One of the coolest projects I have done so-far with my kids is a "near-space" balloon. That's not quite into space itself (100Km+) but so high that the sky looks black and you can start to see the curvature of the earth as the globe rolls away below you.

The Flickr set with the photos from our first launch is here: http://flic.kr/s/aHsjK22nDc

This is a quick-fire slideshow of the photos from the balloon, formatted as a 2.5 frames/sec video. I'm having trouble embedding it so the link is here

In order to take this kind of photo you need to send a camera up to the stratosphere. Ours went 38Km (124,000 feet) straight up. This is easy enough: you attach it to a massive balloon, let it rise until the balloon bursts (due to the v. low pressure at the edge of the atmosphere) and then it will fall back to earth.

In order to see the photos that you have taken, you then need to find the camera afterwards. This is the trick.

Fortunately, at least in the UK and increasingly across Europe, the very helpful guys at the UK High Altitude Society (ukhas.org.uk) have developed a distributed network of trackers who will receive a signal from your balloon, upload the data to a server and plot the position for you on a Google Maps based page (spacenear.us/tracker/).

In order to take advantage of this wonderful network of helpers, we need to build a tracker that will communicate with their equipment. That is what I will outline in this instructable.

There are plenty of rules and regulations regarding what you can fly and which parts of the radio spectrum you can use for various tasks. The approach I will use in this instructable is suitable for the UK under the rules prevailing in 2013. If you live elsewhere or you are doing this significantly after I write this instructable, please check the rules that apply to you. The guys at UKHAS are fantastically helpful.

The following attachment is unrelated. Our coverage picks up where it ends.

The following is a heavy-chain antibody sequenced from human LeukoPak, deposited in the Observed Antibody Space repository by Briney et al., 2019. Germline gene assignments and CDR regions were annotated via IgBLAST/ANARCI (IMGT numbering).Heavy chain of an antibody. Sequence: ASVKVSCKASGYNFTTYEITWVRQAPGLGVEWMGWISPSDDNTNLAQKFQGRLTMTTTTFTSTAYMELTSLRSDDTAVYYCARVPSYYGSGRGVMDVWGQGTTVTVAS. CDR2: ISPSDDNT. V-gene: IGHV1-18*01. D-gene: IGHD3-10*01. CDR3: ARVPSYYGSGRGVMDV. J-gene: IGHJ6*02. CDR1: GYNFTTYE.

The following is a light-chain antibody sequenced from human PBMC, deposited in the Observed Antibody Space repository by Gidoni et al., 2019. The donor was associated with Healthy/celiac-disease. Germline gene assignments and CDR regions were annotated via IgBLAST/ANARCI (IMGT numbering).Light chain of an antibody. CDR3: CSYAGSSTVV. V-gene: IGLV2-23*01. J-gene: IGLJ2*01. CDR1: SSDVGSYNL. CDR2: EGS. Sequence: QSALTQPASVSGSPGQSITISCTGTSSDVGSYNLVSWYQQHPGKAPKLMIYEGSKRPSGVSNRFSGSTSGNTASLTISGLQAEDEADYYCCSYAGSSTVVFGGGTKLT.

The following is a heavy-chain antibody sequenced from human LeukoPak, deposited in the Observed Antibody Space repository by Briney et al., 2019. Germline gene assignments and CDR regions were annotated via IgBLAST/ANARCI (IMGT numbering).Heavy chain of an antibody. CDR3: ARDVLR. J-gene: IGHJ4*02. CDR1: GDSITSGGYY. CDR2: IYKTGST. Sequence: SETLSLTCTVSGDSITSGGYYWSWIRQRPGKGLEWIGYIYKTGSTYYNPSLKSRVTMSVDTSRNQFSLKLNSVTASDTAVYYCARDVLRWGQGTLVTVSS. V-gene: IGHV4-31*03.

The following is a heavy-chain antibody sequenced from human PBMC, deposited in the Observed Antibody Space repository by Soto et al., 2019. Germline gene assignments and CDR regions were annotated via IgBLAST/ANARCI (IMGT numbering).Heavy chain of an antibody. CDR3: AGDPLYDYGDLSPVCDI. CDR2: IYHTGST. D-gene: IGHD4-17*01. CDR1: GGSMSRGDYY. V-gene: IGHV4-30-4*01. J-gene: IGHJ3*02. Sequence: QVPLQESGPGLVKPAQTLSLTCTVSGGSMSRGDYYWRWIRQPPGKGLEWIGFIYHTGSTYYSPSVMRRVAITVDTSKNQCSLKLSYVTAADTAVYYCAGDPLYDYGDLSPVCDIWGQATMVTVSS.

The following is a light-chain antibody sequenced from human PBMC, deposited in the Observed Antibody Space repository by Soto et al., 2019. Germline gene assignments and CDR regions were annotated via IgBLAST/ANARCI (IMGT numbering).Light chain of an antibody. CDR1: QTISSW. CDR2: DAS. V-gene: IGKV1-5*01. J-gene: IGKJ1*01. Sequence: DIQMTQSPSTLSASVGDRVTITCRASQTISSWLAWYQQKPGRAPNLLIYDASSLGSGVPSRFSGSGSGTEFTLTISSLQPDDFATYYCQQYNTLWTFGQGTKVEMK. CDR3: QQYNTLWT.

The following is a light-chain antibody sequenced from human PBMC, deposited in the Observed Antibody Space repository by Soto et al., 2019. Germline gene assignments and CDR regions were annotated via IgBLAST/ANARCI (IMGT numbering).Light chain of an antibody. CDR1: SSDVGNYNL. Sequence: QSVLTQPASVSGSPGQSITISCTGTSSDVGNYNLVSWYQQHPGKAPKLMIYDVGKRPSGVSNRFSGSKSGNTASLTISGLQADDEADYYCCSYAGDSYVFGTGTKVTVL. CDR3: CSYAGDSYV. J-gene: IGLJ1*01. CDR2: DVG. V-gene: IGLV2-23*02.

So - let's build a radio-tracker.

Step 1: Things We Need

The tracker is based upon the Atmel ATMeag328 Microcontroller which forms the heart of many of the popular "Arduino" boards. We are going to make an "Arduino Compatible" board which we can program using the Arduino IDE.

Because the GPS module and SD card both require 3.3v and we have plenty of computing power, we may as well make the whole tracker run on 3v3. That means that we can't clock the '328 up to its full 16MHz but it will run happily at 8MHz on 3v3, and that's plenty for our purposes.

The tracker is designed on a custom PCB which is 5 x 5 cm in size. This means that it can be fabricated on some incredibly cheap PCB fab' sites. The design files for the tracker board and more details on the design are in the later steps.

These are the materials I used for my design. There may well be better options but this worked well for me:


1 x Custom Tracker Board (see next step)
1 x ATMega 328**
1 x 8MHz Crystal (NB not the usual 16MHz)
2 x 22 pf ceramic caps
1 x Radiometrix NTX2 (e.g. from UPU's store)
1 x GPS breakout board with antenna (the board is designed for this one)
1 x SD card breakout board (e-bay)*
1 x board-mount DS1820 temperature sensor*
1 x external DS1820 Temperature sensor (e-bay)*
1 x HoneyWell HSCDANN001BA2A3 board-mount absolute pressure sensor (Mouser)*
1 x tactile switch
3 x 100nf ceramic caps
1 x 100 uf electrolytic cap
1 x MCP1825 ultra-low dropout 3v3 regulator
1K resistors (around 5)
10K resistors (2-3)
4k7 resistors (4-5)
3mm LEDs (0-4 according to preference, different colours)*
Selection of 1% resistors (I used: 47K/6.8K for the battery sensor and 6.8K/10K for the radio driver )
Male header pins (0.1") - some straight, some 90'

Soldering station and solder
Helping hands
Wire strippers

Programming / Debugging Tools:
PC with Arduino IDE installed
USB to UART adaptor (I use a cheap CP2102. FTDI would work too) or program with ISP (see below)

For Bootloading/Programing**:
ISP programmer


Arduino + breadboard or ISP shield

* - These sensors and indicators are not essential to the function of